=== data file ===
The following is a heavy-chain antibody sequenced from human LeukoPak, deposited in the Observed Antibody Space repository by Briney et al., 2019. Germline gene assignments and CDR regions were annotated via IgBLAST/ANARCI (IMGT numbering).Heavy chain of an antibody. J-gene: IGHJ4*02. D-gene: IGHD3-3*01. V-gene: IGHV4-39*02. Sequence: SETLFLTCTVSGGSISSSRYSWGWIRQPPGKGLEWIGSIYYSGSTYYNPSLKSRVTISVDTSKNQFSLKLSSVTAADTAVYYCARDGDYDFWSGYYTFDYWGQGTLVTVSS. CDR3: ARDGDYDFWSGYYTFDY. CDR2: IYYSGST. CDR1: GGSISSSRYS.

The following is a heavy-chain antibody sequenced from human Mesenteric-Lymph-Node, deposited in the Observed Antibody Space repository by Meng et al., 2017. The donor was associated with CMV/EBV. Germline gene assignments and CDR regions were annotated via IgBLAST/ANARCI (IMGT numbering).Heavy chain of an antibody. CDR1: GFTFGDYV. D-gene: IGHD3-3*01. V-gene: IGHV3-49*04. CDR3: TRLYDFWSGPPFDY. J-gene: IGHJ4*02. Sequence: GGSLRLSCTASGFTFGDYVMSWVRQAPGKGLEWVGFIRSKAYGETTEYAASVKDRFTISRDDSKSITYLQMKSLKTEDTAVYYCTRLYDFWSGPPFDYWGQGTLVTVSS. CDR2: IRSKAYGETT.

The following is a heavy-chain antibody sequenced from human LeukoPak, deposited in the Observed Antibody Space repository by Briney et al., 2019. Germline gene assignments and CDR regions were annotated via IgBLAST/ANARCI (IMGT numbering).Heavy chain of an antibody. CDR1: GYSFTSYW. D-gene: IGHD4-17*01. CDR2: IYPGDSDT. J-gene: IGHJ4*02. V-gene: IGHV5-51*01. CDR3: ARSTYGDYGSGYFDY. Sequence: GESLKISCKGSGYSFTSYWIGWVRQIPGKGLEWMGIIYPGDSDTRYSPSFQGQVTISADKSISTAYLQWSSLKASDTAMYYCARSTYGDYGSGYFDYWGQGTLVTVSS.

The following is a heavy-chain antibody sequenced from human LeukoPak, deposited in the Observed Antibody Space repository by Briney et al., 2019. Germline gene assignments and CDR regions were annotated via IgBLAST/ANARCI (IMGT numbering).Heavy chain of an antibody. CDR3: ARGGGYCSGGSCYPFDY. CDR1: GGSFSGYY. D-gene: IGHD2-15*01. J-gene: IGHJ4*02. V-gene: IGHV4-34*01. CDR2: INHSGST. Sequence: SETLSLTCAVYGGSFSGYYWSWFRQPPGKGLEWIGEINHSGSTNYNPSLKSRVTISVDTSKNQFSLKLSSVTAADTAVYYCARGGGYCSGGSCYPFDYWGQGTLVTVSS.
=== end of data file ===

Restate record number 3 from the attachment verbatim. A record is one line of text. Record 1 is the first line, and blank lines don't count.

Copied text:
The following is a heavy-chain antibody sequenced from human LeukoPak, deposited in the Observed Antibody Space repository by Briney et al., 2019. Germline gene assignments and CDR regions were annotated via IgBLAST/ANARCI (IMGT numbering).Heavy chain of an antibody. CDR1: GYSFTSYW. D-gene: IGHD4-17*01. CDR2: IYPGDSDT. J-gene: IGHJ4*02. V-gene: IGHV5-51*01. CDR3: ARSTYGDYGSGYFDY. Sequence: GESLKISCKGSGYSFTSYWIGWVRQIPGKGLEWMGIIYPGDSDTRYSPSFQGQVTISADKSISTAYLQWSSLKASDTAMYYCARSTYGDYGSGYFDYWGQGTLVTVSS.